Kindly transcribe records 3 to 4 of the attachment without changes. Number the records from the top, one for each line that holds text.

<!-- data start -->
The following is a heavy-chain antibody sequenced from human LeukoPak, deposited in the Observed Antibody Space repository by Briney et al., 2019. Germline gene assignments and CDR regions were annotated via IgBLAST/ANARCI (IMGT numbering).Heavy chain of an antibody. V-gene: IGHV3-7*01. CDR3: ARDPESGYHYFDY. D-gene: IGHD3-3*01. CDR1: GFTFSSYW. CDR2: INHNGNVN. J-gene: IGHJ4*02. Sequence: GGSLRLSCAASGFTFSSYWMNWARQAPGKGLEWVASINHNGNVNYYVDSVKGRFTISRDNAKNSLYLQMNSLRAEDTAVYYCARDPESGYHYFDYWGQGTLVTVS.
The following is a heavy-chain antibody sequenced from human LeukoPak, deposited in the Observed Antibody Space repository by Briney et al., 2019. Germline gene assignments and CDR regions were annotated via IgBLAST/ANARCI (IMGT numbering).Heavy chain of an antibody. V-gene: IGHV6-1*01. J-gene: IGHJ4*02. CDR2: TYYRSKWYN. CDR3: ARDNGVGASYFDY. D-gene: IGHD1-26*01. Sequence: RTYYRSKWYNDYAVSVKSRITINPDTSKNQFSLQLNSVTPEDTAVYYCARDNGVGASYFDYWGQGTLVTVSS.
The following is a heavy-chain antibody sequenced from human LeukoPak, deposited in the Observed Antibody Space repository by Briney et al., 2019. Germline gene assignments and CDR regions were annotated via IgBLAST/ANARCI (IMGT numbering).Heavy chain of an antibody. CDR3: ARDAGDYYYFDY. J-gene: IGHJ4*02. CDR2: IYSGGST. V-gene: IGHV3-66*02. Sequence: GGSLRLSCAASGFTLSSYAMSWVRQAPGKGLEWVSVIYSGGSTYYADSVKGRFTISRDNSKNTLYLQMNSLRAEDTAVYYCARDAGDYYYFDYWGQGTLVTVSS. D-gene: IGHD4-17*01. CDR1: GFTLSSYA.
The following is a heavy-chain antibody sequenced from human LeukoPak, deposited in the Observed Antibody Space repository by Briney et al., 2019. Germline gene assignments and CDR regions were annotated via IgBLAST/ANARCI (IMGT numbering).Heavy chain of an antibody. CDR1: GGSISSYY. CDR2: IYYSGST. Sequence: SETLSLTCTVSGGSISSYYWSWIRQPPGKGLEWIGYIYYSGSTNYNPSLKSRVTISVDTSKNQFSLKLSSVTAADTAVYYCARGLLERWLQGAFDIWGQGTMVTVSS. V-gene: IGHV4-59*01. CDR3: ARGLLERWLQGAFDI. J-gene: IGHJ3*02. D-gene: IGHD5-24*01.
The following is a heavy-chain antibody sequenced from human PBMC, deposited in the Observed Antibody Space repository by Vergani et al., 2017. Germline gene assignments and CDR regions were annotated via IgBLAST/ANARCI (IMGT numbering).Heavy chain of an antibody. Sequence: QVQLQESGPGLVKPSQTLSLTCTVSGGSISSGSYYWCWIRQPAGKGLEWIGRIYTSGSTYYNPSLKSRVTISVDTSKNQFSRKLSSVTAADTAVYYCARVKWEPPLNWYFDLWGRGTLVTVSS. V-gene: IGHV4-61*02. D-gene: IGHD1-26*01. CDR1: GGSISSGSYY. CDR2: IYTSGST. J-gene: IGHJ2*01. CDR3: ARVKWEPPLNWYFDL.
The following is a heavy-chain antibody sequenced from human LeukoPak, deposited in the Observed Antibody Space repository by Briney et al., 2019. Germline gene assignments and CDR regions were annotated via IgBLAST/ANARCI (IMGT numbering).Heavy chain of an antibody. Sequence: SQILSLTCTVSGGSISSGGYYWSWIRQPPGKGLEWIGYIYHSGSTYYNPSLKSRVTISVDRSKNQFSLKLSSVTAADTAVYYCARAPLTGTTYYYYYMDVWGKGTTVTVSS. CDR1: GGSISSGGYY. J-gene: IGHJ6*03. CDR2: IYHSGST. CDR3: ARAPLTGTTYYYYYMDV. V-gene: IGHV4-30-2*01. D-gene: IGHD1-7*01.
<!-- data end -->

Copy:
The following is a heavy-chain antibody sequenced from human LeukoPak, deposited in the Observed Antibody Space repository by Briney et al., 2019. Germline gene assignments and CDR regions were annotated via IgBLAST/ANARCI (IMGT numbering).Heavy chain of an antibody. CDR3: ARDAGDYYYFDY. J-gene: IGHJ4*02. CDR2: IYSGGST. V-gene: IGHV3-66*02. Sequence: GGSLRLSCAASGFTLSSYAMSWVRQAPGKGLEWVSVIYSGGSTYYADSVKGRFTISRDNSKNTLYLQMNSLRAEDTAVYYCARDAGDYYYFDYWGQGTLVTVSS. D-gene: IGHD4-17*01. CDR1: GFTLSSYA.
The following is a heavy-chain antibody sequenced from human LeukoPak, deposited in the Observed Antibody Space repository by Briney et al., 2019. Germline gene assignments and CDR regions were annotated via IgBLAST/ANARCI (IMGT numbering).Heavy chain of an antibody. CDR1: GGSISSYY. CDR2: IYYSGST. Sequence: SETLSLTCTVSGGSISSYYWSWIRQPPGKGLEWIGYIYYSGSTNYNPSLKSRVTISVDTSKNQFSLKLSSVTAADTAVYYCARGLLERWLQGAFDIWGQGTMVTVSS. V-gene: IGHV4-59*01. CDR3: ARGLLERWLQGAFDI. J-gene: IGHJ3*02. D-gene: IGHD5-24*01.